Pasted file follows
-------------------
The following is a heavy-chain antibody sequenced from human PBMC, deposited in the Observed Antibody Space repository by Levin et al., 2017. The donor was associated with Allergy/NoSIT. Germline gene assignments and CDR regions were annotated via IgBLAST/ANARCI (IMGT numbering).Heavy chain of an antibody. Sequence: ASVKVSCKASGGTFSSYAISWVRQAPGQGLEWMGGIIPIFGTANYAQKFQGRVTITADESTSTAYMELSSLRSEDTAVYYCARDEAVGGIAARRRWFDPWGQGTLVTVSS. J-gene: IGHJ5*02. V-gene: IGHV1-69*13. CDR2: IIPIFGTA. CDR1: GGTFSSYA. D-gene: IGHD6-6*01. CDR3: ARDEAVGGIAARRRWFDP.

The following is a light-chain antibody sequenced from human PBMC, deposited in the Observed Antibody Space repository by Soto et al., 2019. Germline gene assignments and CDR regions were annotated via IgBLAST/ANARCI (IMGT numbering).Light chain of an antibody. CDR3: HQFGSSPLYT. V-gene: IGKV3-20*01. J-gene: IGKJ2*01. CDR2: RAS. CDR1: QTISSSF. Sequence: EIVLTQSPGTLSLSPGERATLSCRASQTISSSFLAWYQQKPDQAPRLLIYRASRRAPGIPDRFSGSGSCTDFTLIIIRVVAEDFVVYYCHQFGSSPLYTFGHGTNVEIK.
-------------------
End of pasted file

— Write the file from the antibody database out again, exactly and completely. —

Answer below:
The following is a heavy-chain antibody sequenced from human PBMC, deposited in the Observed Antibody Space repository by Levin et al., 2017. The donor was associated with Allergy/NoSIT. Germline gene assignments and CDR regions were annotated via IgBLAST/ANARCI (IMGT numbering).Heavy chain of an antibody. Sequence: ASVKVSCKASGGTFSSYAISWVRQAPGQGLEWMGGIIPIFGTANYAQKFQGRVTITADESTSTAYMELSSLRSEDTAVYYCARDEAVGGIAARRRWFDPWGQGTLVTVSS. J-gene: IGHJ5*02. V-gene: IGHV1-69*13. CDR2: IIPIFGTA. CDR1: GGTFSSYA. D-gene: IGHD6-6*01. CDR3: ARDEAVGGIAARRRWFDP.

The following is a light-chain antibody sequenced from human PBMC, deposited in the Observed Antibody Space repository by Soto et al., 2019. Germline gene assignments and CDR regions were annotated via IgBLAST/ANARCI (IMGT numbering).Light chain of an antibody. CDR3: HQFGSSPLYT. V-gene: IGKV3-20*01. J-gene: IGKJ2*01. CDR2: RAS. CDR1: QTISSSF. Sequence: EIVLTQSPGTLSLSPGERATLSCRASQTISSSFLAWYQQKPDQAPRLLIYRASRRAPGIPDRFSGSGSCTDFTLIIIRVVAEDFVVYYCHQFGSSPLYTFGHGTNVEIK.